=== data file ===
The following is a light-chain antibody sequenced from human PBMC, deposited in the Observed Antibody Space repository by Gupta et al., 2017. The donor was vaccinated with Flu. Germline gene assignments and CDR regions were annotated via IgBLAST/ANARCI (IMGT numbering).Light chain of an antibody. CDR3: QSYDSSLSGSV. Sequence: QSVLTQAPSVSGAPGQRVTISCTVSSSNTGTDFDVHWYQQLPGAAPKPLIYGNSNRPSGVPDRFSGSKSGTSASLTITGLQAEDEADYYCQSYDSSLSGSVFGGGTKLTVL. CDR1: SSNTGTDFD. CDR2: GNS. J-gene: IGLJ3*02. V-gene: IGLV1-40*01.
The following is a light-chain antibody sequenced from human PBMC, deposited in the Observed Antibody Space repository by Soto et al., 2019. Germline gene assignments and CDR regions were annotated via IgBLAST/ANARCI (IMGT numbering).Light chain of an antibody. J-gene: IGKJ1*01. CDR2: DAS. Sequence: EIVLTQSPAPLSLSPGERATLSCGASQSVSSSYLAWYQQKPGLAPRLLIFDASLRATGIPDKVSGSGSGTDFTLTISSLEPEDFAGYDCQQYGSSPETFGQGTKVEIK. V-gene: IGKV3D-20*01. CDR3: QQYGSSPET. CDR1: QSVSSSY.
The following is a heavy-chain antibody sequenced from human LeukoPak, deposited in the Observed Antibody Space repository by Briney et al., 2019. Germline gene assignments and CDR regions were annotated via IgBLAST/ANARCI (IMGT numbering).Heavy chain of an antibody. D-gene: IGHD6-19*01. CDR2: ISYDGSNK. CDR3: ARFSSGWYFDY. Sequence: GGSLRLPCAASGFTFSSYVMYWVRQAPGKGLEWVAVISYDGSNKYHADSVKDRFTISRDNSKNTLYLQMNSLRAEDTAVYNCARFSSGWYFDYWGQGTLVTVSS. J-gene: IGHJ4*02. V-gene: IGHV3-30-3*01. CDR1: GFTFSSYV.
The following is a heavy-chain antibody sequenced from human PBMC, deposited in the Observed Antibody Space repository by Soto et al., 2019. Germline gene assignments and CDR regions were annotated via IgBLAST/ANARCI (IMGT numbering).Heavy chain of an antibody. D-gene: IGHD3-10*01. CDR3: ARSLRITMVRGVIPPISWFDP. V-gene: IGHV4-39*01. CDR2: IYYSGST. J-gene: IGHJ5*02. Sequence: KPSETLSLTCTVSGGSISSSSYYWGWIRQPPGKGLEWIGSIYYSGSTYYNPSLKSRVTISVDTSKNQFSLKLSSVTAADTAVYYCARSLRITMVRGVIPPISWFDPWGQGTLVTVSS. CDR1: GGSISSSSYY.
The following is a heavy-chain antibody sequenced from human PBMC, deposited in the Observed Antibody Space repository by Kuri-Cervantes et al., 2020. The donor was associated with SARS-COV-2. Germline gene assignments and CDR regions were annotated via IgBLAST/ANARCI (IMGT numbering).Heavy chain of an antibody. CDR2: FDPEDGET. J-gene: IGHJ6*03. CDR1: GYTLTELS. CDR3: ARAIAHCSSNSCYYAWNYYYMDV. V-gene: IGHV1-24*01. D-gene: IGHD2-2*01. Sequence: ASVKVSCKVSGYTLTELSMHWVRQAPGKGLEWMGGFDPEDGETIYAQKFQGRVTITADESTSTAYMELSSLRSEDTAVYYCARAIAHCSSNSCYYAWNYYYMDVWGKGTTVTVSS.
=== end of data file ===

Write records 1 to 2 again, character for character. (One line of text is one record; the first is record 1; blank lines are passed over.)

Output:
The following is a light-chain antibody sequenced from human PBMC, deposited in the Observed Antibody Space repository by Gupta et al., 2017. The donor was vaccinated with Flu. Germline gene assignments and CDR regions were annotated via IgBLAST/ANARCI (IMGT numbering).Light chain of an antibody. CDR3: QSYDSSLSGSV. Sequence: QSVLTQAPSVSGAPGQRVTISCTVSSSNTGTDFDVHWYQQLPGAAPKPLIYGNSNRPSGVPDRFSGSKSGTSASLTITGLQAEDEADYYCQSYDSSLSGSVFGGGTKLTVL. CDR1: SSNTGTDFD. CDR2: GNS. J-gene: IGLJ3*02. V-gene: IGLV1-40*01.
The following is a light-chain antibody sequenced from human PBMC, deposited in the Observed Antibody Space repository by Soto et al., 2019. Germline gene assignments and CDR regions were annotated via IgBLAST/ANARCI (IMGT numbering).Light chain of an antibody. J-gene: IGKJ1*01. CDR2: DAS. Sequence: EIVLTQSPAPLSLSPGERATLSCGASQSVSSSYLAWYQQKPGLAPRLLIFDASLRATGIPDKVSGSGSGTDFTLTISSLEPEDFAGYDCQQYGSSPETFGQGTKVEIK. V-gene: IGKV3D-20*01. CDR3: QQYGSSPET. CDR1: QSVSSSY.